As Director of Concordia University of Edmonton’s Institute for Christian Studies and Society, I want to extend a warm welcome.
In the Bible, Genesis 1:3 describes the first creative act of God as his statement, “Let there be light” – and that this light was deemed “good” by the Creator. There is also the saying of Jesus in Matthew 5:14-16, where he urges people to share their light with others. I find these to be helpful guides in setting out the mandate and ethos of our Institute.
Scholars and academics have a particular task to shed light on topics. They do this for the benefit of students, the public, and for themselves. In studies and research, we humbly imitate the creative act of God. Learning facilitated by open and respectful investigation and dialogue is indeed “good.” Knowledge is a dynamic process – as is life itself.
Concordia’s Institute for Christian Studies and Society exists to bring together those engaged in research of Christianity with the public, community members, other scholars and students. We recognize that although we may speak of “Christianity,” the Christian tradition has many branches, views, and practices. We recognize that Christianity is not the only ideology which can contribute to society, and that Christianity benefits both from sharing its views and learning about the views of others. We recognize that although Christian groups have taken a variety of stances towards larger society (affirmation, opposition, even renunciation), Christianity always exists within a social setting and has a relation to that larger context. This Institute will facilitate discussion of the types of Christianity, the stances Christians take on social issues, the roles Christians play in society, and the relationships between Christianity and other world-views.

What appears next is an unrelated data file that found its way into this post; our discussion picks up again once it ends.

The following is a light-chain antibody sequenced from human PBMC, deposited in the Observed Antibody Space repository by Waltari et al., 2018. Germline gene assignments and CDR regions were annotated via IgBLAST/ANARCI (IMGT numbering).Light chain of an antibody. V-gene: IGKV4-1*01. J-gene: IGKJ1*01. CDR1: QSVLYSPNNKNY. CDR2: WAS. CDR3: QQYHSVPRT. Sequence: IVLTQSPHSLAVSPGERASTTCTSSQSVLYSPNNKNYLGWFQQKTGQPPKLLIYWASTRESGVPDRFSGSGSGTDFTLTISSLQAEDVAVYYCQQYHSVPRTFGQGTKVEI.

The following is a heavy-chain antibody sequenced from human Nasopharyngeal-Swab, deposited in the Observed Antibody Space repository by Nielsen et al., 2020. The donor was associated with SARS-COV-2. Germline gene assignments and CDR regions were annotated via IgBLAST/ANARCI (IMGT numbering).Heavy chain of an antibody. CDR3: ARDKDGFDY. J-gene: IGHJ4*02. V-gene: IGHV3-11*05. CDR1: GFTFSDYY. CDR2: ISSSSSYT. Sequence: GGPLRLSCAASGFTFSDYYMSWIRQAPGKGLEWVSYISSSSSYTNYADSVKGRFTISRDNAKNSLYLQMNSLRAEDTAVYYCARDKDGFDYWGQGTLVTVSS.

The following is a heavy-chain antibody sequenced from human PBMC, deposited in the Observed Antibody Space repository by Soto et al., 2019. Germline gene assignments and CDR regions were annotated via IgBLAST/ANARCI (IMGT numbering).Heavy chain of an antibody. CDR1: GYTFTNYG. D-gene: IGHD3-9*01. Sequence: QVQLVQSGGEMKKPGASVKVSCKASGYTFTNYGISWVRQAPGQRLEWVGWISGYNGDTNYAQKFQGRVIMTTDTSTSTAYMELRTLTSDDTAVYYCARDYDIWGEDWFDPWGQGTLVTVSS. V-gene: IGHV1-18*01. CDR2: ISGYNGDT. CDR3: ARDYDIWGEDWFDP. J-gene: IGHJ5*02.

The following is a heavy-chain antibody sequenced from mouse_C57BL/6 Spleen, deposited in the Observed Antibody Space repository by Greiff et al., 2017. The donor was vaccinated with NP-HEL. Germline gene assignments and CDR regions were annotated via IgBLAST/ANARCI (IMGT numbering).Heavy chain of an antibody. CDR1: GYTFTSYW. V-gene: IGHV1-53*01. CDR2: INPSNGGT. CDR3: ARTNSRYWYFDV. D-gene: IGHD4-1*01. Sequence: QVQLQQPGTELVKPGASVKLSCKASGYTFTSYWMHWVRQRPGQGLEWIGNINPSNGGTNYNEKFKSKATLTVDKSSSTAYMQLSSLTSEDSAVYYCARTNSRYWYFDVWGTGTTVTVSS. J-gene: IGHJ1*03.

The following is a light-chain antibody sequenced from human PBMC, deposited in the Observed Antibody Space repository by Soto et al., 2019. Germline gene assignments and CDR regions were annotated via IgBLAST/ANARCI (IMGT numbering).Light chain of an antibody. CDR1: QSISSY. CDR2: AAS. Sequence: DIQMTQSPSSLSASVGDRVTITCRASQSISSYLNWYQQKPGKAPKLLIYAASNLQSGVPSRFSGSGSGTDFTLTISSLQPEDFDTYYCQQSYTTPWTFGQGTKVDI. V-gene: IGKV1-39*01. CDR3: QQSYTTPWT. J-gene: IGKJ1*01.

The Jewish philosopher Martin Buber said that the “I – Thou” relationship is the highest and most authentic form of relationship. It is characterized by mutual respect between parties, humility and interest, and a willingness to give and receive, to share and to be influenced by the Other. That view is foundational to the Institute.
Dr. Steven Muir